Photo of David Kidney David Kidney Labour, Stafford 3:59 pm, 16th December 2003

I understand that the components of the pilot will also include effective monitoring equipment, a constantly staffed control centre and, most importantly, a new network of emergency refuge areas adjacent to the existing hard shoulder. That is my understanding of how the scheme will operate. At times of heavy congestion—I have seen suggestions that on weekdays that will be two and a half hours during the morning and four hours during the evening—the green arrows above the hard shoulder will indicate that it may be used as a running lane.

The green arrows will be switched on only after the control centre staff have satisfied themselves that the hard shoulder is clear of obstructions and that a lower speed limit for all traffic has been set. The staff at the control centre would then have the benefit of CCTV cameras and a closely spaced inductive loop to detect rapidly any incident on the motorway. In the event of a breakdown or damage, the vehicle would have to make it to the nearest emergency refuge area.

In addition to the CCTV cameras and the induction loop, every emergency refuge area would have an emergency telephone. The control centre, by one means or more, would be alerted to the incident. I believe that a recovery vehicle would be dispatched and a decision would be made whether to close the hard shoulder in the vicinity of the emergency refuge area for safety reasons. In any event, if a recovery vehicle were to come along to assist a vehicle in exiting an emergency refuge area, signs would be operated to close that part of the hard shoulder, as it would clearly be dangerous to emerge into moving traffic from a standing start. In a major incident, I understand that the control centre staff would close off all the hard shoulder in order to allow access to the site for emergency vehicles.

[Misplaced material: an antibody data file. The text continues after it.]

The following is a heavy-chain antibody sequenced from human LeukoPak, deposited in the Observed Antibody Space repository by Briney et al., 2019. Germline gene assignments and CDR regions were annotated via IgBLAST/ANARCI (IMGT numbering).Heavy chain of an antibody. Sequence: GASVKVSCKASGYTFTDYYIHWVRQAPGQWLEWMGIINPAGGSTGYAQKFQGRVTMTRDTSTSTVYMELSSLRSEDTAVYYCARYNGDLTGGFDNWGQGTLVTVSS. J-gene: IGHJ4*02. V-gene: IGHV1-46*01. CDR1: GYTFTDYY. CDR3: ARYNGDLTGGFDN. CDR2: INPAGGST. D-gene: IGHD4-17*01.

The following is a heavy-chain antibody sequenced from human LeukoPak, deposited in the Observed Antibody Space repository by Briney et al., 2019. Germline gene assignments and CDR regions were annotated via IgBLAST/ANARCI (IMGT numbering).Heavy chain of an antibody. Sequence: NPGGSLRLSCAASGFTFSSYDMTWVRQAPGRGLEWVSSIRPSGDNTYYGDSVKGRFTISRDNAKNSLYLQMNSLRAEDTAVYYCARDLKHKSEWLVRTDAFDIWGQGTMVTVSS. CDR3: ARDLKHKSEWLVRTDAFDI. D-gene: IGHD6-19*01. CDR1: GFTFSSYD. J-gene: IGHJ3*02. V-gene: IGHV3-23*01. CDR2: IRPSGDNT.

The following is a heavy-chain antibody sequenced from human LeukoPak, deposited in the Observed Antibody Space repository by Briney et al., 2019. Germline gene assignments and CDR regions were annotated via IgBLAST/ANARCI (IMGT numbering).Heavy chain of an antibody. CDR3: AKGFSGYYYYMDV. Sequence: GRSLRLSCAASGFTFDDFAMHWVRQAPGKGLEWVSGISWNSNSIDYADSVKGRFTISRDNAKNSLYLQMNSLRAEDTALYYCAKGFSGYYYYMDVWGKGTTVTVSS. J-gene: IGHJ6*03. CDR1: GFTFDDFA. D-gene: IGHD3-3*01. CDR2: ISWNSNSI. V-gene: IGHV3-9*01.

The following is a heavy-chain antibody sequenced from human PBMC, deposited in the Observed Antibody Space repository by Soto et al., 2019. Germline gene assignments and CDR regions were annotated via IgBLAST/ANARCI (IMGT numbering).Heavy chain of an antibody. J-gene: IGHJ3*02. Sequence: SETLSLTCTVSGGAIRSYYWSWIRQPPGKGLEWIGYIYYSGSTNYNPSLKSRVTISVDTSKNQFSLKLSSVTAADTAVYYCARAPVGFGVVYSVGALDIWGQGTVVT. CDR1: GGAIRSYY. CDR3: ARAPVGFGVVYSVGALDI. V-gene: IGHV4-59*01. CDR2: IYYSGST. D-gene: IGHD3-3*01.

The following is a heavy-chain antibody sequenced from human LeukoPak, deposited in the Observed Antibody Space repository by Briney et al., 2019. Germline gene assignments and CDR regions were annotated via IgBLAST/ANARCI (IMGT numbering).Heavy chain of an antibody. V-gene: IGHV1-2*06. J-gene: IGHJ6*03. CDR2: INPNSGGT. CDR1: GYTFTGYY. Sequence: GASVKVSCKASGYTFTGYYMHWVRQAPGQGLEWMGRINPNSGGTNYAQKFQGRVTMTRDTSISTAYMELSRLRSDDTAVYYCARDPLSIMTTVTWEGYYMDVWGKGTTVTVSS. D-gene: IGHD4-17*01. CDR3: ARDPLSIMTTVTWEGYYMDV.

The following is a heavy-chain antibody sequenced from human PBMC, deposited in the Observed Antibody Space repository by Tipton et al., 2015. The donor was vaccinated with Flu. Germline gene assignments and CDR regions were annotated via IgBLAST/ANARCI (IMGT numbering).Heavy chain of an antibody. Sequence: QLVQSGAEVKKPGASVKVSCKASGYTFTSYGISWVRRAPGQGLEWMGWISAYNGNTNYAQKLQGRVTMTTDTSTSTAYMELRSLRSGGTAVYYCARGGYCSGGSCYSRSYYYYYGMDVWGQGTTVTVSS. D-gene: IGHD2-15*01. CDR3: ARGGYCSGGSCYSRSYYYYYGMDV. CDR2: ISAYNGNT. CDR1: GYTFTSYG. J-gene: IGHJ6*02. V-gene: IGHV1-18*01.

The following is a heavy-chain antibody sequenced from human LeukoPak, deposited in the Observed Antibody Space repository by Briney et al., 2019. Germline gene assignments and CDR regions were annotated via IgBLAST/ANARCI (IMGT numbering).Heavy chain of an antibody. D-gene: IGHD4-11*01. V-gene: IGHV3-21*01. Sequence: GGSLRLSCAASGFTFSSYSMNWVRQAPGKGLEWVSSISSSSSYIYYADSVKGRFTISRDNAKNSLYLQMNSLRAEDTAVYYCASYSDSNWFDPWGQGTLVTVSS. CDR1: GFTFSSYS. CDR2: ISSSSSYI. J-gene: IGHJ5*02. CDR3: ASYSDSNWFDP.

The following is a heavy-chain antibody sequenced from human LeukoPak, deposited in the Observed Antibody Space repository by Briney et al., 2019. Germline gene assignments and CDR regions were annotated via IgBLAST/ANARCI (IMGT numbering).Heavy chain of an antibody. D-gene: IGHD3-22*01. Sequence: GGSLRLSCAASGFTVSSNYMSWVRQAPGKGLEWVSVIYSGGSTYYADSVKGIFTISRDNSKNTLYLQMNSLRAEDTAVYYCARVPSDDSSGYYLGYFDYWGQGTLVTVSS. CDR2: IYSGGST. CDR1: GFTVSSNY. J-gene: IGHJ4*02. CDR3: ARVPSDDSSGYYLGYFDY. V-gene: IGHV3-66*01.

Will the Minister confirm whether my understandings are correct and whether he wants to make any alterations or additions? Could he answer some queries to allay motorists' fears? Clearly, when traffic is running in more than one lane, it will not be easy to get to one of the emergency refuge areas. How frequent will they be alongside the motorway? Will they be big enough for the biggest heavy goods vehicles and their recovery vehicles to fit into without protruding on to the hard shoulder? Will they be clearly indicated for people who might need them? Will entry to an emergency refuge area be detected automatically by control centre staff? Will all the areas have an emergency telephone?

I want also to ask about the legal status of the hard shoulder signs. Will they be advisory or mandatory? The highway code tells us at paragraph 238:

"You must not drive on the hard shoulder except in an emergency or if directed to do so by signs."

The law that backs that up is the Motorways Traffic (England and Wales) Regulations 1982. Will a new offence of driving on a hard shoulder when the sign says not to do so be created? If so, what will be the punishment for doing that?